“For the market as a whole, Black Friday is not incremental and it is margin dilutive,” he said.
He warned of the dangers of kick-starting the festive season with such a big promotional event. “It should be a worry for retailers,” he said. “Go and walk around American malls and high streets and see what happens when you can’t control price.”
Bringing forward sales
Dixons Carphone chief executive Sebastian James said: “There were definitely some [sales] pulled forward because once you own a television you don’t need another one.”
But he added: “Black Friday was our biggest day ever and it seems to be the new Boxing Day. If you plan carefully you are not impacting your margin too much. Black Friday could be around forever. We are planning the next one already. There is something quite refreshing and nice having a good chunk of Christmas in the bag.”
Jones said: “We’re on course for a good Christmas at Shop Direct and that’s partly due to our phenomenal Black Friday and Cyber Week.
“Black Friday is now our biggest trading day and is set to be a staple of the retail calendar for years to come. We benefited from our forward planning, which made sure we had amazing deals for our customers while protecting margins.”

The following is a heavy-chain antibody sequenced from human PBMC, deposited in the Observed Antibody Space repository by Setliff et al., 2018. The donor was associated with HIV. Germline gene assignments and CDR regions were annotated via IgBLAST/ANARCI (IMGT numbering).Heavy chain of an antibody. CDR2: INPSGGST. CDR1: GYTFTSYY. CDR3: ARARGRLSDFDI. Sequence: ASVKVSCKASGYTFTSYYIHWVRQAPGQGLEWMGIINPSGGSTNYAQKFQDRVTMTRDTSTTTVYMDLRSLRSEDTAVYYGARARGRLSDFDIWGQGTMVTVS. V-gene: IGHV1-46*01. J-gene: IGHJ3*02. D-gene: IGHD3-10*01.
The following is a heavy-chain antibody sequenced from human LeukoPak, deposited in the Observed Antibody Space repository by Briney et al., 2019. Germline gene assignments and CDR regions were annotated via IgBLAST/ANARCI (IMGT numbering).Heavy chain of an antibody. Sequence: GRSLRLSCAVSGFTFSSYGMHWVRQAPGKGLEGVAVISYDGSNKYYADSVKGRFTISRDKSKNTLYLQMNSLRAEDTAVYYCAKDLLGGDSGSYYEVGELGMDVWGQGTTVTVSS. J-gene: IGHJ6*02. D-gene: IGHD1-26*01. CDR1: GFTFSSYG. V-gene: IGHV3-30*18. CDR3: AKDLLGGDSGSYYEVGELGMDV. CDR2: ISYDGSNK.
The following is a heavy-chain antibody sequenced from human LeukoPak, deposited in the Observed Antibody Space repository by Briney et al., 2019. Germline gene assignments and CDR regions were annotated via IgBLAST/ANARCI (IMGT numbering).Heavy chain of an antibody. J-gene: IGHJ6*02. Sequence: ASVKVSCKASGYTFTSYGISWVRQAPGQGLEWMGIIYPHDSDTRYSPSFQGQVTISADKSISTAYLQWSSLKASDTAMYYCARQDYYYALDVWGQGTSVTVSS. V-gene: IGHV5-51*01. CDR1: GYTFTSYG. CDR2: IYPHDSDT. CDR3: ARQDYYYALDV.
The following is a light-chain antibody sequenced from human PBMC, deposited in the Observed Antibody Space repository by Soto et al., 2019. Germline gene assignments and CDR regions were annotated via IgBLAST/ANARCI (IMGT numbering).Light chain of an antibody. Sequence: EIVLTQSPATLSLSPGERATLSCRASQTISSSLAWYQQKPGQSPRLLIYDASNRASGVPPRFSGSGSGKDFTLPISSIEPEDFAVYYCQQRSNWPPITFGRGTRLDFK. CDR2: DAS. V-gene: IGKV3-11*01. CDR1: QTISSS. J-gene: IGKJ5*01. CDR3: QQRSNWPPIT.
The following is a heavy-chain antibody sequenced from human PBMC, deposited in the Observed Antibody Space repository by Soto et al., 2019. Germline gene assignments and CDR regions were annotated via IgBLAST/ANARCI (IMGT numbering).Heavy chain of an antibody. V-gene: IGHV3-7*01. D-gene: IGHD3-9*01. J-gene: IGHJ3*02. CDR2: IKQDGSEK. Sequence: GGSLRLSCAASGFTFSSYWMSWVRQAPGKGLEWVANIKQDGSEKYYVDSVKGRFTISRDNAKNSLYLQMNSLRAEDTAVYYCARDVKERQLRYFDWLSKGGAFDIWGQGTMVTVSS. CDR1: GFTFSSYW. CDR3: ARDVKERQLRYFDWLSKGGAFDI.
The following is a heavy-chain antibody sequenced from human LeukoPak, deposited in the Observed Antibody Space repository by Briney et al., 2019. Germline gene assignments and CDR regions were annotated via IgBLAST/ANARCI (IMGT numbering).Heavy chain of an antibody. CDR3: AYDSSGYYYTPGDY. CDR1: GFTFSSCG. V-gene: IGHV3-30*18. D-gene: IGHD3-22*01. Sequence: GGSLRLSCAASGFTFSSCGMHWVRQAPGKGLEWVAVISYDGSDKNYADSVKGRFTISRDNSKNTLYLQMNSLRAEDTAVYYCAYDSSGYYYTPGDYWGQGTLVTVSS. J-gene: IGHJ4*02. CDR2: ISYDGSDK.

McGowan maintained: “Black Friday has for sure created a black hole with early discounts sucking up the early Christmas demand. We did have a very successful Black Friday weekend but sales were a little soft in the immediate aftermath.”
“Black Friday has caused us more than our fair share of headaches”
Gary Grant, The Entertainer
Grant said: “The season has been very good but very erratic and has changed the sales curve pattern. I think Black Friday brought forward a lot of planned purchases – it concertinaed it into 24 hours.
“That blip has caused the whole infrastructure to be put under extreme pressure and it has taken about 10 days to unravel. Black Friday has caused us more than our fair share of headaches.”
“It’s a very bad thing to discount before Christmas”
Philip Day, Edinburgh Woollen Mill
Hobbycraft customer development director Katherine Paterson said the arts and crafts retailer is experiencing strong sales across its festive lines, but said: “It definitely feels like footfall has quietened off, it has been a bit quieter this week.”
Many fashion retailers have continued discounting after Black Friday, in part driven by the earlier effect on sales of the warm autumn.
Edinburgh Woollen Mill chief executive Philip Day said: “I think there’s a lot of panic in the market. The problem is a lot of retailers are making a rod for their own back by discounting. It’s a very bad thing to discount before Christmas.”
He said he had resisted the temptation to discount. “Our current trading performance is very good and we’re feeling positive about Christmas,” he said.
How Christmas plays out will become clear over the next few weeks as retailers issue trading statements. Next, which famously refuses to discount outside the main Sale periods, will be among the first to update on December 30.